Agriculture Bill - Upholding Food Safety and Animal Welfare

This Government is committed to upholding our high environmental, food safety and animal welfare standards now that we have left the European Union. We will stand firm in trade negotiations to ensure any future trade deals live up to the values of farmers and consumers across the UK.

When we leave the EU, we will maintain the same import standards. No UK import standards will be diminished as part of a free trade agreement (FTA). We will also ensure that our own high domestic environmental protection, animal welfare and food safety standards are not undermined, by ensuring in any future agreement British farmers are always able to compete.

It is important to note that the UK currently operates trade on the grounds of adherence to sanitary and phytosanitary (SPS) requirements only. We do not require countries we trade with to follow UK domestic regulation on how food is produced, including in preferential trade agreements like CETA with Canada.

Nowhere else around the world do existing trade agreements include a requirement for partner countries to produce to another country’s domestic regulations and standards.  Insisting on UK domestic regulations being applied to the production of food, and not just on the SPS standards of what we allow to be imported, would be an unprecedented barrier to trade that doesn’t currently exist.  It would also damage developing nations where access to UK markets is key to lifting millions out of extreme poverty.

Mark Garnier tabled a new clause in the Agriculture Bill debate, NC4, although it was not selected for voting. The thrust of it was to ensure that the Secretary of State for DEFRA has a duty to promote UK agricultural exports and to report back annually. Importantly, trade is a two-way street and the provisions of NC1 and 2 would have potentially put up barriers to our exporters.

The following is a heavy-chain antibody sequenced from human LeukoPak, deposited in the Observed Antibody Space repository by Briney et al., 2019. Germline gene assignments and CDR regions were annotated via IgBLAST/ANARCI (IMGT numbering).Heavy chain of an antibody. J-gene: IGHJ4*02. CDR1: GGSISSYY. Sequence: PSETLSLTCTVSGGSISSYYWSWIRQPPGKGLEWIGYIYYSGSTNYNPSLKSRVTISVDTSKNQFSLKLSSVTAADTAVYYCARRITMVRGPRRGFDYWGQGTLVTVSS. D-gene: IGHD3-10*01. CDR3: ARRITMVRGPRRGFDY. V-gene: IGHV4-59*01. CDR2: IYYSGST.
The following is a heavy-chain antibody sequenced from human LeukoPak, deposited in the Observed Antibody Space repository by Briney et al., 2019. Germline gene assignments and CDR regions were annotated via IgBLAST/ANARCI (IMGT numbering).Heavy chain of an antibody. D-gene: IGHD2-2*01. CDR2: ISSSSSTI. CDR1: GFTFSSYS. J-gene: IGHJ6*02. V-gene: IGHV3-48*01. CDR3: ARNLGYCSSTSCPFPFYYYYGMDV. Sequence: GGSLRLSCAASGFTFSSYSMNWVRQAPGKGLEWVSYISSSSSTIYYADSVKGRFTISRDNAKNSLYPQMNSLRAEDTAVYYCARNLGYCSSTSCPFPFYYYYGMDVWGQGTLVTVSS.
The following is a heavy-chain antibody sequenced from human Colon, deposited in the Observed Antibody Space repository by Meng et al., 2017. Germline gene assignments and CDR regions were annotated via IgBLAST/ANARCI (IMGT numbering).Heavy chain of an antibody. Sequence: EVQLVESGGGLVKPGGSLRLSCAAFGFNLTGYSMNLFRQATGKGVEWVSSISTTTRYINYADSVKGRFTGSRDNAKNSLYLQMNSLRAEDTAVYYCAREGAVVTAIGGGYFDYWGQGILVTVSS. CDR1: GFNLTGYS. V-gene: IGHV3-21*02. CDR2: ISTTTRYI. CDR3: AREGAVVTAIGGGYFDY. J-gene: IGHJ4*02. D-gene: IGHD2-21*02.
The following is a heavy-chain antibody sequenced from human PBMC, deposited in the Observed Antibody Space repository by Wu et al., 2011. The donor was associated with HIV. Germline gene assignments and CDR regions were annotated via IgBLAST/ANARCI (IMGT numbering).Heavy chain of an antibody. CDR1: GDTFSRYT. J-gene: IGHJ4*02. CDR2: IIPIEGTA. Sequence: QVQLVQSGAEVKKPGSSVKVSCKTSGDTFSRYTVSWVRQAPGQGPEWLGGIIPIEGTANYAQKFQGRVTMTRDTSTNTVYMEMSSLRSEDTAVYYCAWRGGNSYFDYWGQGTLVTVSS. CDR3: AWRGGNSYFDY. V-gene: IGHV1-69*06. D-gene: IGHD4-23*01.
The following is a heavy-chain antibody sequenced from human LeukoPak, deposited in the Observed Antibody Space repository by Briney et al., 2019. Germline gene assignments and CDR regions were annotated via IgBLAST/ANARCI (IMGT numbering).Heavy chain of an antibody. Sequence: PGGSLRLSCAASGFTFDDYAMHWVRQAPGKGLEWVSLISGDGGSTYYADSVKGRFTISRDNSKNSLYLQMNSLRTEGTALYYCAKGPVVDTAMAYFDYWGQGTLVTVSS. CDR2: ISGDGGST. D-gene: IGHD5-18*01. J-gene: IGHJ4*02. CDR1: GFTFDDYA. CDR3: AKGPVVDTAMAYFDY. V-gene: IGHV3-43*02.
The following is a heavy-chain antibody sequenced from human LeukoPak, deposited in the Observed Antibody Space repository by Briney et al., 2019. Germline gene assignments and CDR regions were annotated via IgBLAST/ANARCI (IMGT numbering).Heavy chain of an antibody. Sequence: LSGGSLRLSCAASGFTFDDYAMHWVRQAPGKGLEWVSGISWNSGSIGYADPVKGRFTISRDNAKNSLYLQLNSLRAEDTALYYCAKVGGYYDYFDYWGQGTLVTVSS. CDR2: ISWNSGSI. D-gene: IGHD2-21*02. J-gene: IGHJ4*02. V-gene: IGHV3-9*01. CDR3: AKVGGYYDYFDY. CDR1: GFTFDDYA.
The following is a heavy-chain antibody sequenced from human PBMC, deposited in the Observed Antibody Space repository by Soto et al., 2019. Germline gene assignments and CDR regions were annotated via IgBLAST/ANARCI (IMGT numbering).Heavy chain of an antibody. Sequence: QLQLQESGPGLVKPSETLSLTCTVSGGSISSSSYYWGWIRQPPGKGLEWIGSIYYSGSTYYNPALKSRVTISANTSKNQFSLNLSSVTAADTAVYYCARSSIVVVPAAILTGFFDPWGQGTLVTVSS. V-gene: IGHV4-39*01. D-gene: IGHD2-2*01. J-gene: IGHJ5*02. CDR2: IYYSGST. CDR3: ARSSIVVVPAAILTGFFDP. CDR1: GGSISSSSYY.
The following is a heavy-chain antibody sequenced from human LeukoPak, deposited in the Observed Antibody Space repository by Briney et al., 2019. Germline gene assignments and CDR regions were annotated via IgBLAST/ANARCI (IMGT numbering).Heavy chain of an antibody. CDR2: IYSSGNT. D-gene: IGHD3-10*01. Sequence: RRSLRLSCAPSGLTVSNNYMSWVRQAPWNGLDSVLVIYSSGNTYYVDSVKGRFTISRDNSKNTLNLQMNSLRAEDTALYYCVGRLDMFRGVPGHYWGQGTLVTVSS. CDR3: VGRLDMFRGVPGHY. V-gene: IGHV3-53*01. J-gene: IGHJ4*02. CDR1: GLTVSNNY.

We will always ensure that UK FTAs are fair and reciprocal. British farmers will not face unbalanced competition. We will be involving the National Farmer’s Unions across the UK through the Government’s Strategic Trade Advisory Group and our sector specific expert trade advisory groups to ensure the views of the industry are represented. This means that they have a voice at the highest level of our trade negotiations.

Analysis shows that the agri-food sector will benefit from a comprehensive trade agreement. An agreement will also benefit all parts of the UK, with Scotland and the Midlands set to benefit the most.  For example, an agreement with the US could remove tariffs of up to 26% on British beef, a market only recently opened and which is estimated to be worth £66m to UK farmers over the next 5 years. It could do the same for lamb. It is not well understood that the US are the second largest importers of lamb in the world and even a 3% market share could boost annual UK exports by £18m. That is why, the CEO of the National Sheep Association says a USFTA “would benefit sheep farmers in all parts of Great Britain.”

Trade also improves farming resilience. So, our trade is vital for carcass balancing, the ability to sell cuts not wanted in the UK – and to deal with demand shocks and seasonal availability. Trade agreements will help and enhance UK farmers’ access to new markets, boost productivity and generate valuable new opportunities.